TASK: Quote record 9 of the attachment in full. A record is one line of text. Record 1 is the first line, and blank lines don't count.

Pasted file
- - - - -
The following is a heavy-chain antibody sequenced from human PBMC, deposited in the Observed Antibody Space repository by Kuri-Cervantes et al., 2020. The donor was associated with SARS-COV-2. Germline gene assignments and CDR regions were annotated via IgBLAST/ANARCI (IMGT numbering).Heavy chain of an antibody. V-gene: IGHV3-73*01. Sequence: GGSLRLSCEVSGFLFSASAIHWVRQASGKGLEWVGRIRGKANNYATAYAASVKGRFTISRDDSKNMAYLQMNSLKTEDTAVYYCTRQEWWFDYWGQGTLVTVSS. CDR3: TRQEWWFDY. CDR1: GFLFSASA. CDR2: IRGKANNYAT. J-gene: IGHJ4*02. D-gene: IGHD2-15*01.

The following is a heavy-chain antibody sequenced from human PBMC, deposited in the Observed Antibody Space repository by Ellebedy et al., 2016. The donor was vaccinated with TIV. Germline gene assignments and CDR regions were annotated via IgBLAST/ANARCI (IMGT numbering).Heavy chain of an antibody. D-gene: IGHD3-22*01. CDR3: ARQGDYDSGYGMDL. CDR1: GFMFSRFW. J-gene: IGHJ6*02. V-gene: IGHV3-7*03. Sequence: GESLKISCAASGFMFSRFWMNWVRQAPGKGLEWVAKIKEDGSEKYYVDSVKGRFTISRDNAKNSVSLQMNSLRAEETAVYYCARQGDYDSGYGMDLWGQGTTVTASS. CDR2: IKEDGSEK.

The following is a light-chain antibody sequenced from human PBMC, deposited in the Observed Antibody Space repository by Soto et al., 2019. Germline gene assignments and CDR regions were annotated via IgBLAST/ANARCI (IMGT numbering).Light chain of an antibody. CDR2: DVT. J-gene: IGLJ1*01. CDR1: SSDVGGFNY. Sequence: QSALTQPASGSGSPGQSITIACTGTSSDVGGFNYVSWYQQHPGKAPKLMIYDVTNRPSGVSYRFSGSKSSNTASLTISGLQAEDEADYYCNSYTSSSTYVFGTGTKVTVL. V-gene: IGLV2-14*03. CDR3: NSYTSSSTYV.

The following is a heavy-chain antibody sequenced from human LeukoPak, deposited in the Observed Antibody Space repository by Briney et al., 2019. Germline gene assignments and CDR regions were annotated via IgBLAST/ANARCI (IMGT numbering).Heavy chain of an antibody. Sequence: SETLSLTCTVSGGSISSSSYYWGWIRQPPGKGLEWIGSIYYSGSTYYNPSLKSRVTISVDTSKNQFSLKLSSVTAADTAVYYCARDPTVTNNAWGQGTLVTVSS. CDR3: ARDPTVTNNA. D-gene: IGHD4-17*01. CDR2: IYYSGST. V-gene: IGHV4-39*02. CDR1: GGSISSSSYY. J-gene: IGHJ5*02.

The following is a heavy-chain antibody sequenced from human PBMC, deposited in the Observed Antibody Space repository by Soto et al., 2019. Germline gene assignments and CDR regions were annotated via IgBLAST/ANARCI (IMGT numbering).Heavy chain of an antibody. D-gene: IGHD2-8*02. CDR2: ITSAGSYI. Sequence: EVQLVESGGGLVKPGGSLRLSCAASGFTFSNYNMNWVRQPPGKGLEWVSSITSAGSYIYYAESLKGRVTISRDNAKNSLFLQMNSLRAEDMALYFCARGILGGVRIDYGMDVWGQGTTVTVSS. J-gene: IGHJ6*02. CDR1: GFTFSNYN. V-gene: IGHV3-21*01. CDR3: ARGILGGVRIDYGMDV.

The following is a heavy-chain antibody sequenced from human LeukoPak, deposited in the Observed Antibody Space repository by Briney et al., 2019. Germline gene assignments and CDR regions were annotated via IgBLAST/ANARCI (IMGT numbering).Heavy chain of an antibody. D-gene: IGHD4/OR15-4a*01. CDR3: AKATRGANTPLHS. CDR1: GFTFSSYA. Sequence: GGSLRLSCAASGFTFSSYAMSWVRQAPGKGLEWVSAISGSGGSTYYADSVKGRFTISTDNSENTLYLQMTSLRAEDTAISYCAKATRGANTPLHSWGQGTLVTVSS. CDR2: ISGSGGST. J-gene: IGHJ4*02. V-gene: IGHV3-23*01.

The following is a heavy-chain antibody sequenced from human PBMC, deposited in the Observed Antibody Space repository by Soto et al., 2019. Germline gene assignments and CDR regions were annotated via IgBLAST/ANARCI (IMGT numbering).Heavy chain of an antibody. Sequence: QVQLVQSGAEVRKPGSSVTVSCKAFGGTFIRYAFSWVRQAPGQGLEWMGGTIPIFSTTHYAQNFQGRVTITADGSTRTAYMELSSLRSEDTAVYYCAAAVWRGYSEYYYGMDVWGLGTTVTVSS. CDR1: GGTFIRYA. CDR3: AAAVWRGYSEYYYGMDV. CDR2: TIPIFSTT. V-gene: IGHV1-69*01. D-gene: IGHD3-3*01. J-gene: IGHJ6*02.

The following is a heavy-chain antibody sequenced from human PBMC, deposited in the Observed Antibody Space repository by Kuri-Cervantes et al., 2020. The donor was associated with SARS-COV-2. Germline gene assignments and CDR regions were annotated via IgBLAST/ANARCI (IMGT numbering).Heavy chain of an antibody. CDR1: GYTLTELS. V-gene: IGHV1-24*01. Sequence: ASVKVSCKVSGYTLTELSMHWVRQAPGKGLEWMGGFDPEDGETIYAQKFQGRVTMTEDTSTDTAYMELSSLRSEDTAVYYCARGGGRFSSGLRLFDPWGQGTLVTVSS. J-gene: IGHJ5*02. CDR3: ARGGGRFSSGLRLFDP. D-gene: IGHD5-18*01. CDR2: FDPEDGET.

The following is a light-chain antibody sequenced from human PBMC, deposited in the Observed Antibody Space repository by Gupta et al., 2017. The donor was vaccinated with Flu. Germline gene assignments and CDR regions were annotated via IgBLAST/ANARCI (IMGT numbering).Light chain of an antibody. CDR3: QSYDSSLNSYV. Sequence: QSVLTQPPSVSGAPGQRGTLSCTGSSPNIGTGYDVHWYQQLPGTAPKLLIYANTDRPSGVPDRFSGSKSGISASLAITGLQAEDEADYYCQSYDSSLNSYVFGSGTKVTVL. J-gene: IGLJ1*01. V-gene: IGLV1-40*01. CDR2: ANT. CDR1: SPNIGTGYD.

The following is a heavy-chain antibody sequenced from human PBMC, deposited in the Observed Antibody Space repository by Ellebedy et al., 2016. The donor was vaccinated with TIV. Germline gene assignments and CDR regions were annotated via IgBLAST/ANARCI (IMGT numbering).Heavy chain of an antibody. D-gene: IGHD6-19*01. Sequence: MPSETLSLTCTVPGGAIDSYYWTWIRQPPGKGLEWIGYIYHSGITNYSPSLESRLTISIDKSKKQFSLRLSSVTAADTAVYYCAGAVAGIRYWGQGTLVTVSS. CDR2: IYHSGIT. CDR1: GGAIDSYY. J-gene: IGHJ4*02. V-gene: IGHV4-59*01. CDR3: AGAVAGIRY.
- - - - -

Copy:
The following is a light-chain antibody sequenced from human PBMC, deposited in the Observed Antibody Space repository by Gupta et al., 2017. The donor was vaccinated with Flu. Germline gene assignments and CDR regions were annotated via IgBLAST/ANARCI (IMGT numbering).Light chain of an antibody. CDR3: QSYDSSLNSYV. Sequence: QSVLTQPPSVSGAPGQRGTLSCTGSSPNIGTGYDVHWYQQLPGTAPKLLIYANTDRPSGVPDRFSGSKSGISASLAITGLQAEDEADYYCQSYDSSLNSYVFGSGTKVTVL. J-gene: IGLJ1*01. V-gene: IGLV1-40*01. CDR2: ANT. CDR1: SPNIGTGYD.